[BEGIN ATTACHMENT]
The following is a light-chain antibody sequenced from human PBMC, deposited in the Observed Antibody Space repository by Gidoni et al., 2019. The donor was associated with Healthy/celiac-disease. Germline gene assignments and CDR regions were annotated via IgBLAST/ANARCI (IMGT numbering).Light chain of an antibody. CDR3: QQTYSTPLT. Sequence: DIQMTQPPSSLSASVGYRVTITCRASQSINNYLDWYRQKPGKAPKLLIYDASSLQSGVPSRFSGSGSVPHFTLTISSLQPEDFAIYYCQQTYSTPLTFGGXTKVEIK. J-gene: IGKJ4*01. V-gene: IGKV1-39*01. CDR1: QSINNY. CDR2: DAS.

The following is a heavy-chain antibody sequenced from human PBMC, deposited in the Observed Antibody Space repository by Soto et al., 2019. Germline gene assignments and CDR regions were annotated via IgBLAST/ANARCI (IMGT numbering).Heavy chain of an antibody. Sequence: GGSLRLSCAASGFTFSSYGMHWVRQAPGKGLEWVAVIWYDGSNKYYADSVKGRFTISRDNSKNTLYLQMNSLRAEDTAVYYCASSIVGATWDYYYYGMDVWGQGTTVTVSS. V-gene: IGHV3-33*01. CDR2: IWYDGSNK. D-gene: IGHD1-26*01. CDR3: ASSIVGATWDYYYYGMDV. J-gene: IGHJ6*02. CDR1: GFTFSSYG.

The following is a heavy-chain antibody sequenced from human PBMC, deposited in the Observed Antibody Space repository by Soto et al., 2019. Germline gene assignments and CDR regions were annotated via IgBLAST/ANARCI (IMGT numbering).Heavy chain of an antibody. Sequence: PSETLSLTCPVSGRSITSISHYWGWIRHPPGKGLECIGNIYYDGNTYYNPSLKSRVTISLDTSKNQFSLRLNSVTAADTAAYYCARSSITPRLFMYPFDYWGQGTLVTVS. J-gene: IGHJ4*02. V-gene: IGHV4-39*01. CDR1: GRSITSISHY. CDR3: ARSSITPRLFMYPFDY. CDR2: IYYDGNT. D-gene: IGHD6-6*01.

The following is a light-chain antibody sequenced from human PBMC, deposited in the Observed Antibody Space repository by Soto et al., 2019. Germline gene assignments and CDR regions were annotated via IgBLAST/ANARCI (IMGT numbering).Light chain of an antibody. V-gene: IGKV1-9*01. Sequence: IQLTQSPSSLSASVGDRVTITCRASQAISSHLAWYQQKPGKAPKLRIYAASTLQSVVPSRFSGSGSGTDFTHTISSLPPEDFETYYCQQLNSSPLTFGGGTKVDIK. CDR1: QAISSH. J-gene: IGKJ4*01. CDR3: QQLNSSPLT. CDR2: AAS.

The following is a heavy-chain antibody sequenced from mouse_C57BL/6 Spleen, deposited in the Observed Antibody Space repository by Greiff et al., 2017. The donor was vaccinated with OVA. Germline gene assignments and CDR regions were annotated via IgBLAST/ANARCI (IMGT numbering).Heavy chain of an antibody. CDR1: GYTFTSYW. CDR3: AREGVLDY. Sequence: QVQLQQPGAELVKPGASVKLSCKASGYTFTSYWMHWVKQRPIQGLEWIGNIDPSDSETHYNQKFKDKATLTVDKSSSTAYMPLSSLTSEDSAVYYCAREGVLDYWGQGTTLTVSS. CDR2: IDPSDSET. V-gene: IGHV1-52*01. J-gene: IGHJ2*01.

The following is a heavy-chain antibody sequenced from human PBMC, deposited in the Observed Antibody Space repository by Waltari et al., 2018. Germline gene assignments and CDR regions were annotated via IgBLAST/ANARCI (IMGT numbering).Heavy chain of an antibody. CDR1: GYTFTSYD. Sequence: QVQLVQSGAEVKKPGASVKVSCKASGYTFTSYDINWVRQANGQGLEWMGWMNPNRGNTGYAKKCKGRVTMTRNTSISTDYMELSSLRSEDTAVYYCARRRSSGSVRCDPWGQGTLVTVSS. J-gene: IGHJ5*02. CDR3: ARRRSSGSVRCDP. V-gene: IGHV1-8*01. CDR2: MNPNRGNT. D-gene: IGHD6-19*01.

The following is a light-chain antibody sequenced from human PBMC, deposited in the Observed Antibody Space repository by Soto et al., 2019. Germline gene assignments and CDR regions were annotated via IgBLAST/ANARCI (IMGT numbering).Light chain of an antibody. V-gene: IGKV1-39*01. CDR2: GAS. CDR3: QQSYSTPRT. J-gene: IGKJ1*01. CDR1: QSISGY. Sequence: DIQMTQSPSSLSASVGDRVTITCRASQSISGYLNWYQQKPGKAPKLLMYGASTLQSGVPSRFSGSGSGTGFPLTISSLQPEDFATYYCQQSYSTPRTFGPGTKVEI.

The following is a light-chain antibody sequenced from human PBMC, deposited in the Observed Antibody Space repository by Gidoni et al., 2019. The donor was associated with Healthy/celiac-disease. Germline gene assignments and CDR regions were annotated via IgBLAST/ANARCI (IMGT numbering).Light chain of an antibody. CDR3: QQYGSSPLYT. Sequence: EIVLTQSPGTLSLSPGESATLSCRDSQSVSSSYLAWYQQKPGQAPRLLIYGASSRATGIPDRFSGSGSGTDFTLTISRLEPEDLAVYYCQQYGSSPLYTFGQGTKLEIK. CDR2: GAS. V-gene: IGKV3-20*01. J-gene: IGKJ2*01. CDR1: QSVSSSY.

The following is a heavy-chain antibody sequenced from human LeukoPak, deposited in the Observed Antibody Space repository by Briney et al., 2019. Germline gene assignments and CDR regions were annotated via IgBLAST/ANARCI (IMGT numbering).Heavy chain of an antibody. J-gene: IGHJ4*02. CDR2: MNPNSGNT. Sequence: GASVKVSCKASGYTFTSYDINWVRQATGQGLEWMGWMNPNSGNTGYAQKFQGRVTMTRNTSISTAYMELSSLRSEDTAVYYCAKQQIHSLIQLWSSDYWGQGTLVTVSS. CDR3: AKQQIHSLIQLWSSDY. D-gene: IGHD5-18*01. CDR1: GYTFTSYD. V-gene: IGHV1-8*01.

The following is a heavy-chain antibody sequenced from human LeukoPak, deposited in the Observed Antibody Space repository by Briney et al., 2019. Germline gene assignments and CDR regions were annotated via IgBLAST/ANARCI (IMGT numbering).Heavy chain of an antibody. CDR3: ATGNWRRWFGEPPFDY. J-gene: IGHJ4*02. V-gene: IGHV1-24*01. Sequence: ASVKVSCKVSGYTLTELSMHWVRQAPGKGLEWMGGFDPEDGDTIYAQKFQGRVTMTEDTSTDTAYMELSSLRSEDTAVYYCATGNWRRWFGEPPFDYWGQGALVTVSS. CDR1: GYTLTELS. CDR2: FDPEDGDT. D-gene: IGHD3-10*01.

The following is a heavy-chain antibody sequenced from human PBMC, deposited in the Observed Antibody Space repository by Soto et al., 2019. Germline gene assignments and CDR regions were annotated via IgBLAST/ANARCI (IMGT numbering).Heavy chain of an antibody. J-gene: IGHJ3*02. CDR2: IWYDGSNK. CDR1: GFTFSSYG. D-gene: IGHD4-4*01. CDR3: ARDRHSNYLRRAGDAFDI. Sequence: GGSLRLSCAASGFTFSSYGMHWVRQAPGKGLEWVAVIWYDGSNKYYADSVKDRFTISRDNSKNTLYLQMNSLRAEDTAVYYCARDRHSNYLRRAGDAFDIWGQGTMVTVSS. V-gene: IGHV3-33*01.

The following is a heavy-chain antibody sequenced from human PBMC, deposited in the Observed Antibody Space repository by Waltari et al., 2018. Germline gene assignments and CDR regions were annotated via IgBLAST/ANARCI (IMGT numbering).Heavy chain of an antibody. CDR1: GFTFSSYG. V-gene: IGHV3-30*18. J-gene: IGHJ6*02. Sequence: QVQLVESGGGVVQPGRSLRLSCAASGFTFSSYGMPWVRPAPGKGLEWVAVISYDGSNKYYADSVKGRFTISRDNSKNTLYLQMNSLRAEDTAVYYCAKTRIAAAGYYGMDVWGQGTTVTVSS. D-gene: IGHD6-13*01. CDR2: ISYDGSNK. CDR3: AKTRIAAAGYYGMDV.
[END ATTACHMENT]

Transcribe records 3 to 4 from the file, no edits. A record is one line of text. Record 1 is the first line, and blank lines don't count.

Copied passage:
The following is a heavy-chain antibody sequenced from human PBMC, deposited in the Observed Antibody Space repository by Soto et al., 2019. Germline gene assignments and CDR regions were annotated via IgBLAST/ANARCI (IMGT numbering).Heavy chain of an antibody. Sequence: PSETLSLTCPVSGRSITSISHYWGWIRHPPGKGLECIGNIYYDGNTYYNPSLKSRVTISLDTSKNQFSLRLNSVTAADTAAYYCARSSITPRLFMYPFDYWGQGTLVTVS. J-gene: IGHJ4*02. V-gene: IGHV4-39*01. CDR1: GRSITSISHY. CDR3: ARSSITPRLFMYPFDY. CDR2: IYYDGNT. D-gene: IGHD6-6*01.

The following is a light-chain antibody sequenced from human PBMC, deposited in the Observed Antibody Space repository by Soto et al., 2019. Germline gene assignments and CDR regions were annotated via IgBLAST/ANARCI (IMGT numbering).Light chain of an antibody. V-gene: IGKV1-9*01. Sequence: IQLTQSPSSLSASVGDRVTITCRASQAISSHLAWYQQKPGKAPKLRIYAASTLQSVVPSRFSGSGSGTDFTHTISSLPPEDFETYYCQQLNSSPLTFGGGTKVDIK. CDR1: QAISSH. J-gene: IGKJ4*01. CDR3: QQLNSSPLT. CDR2: AAS.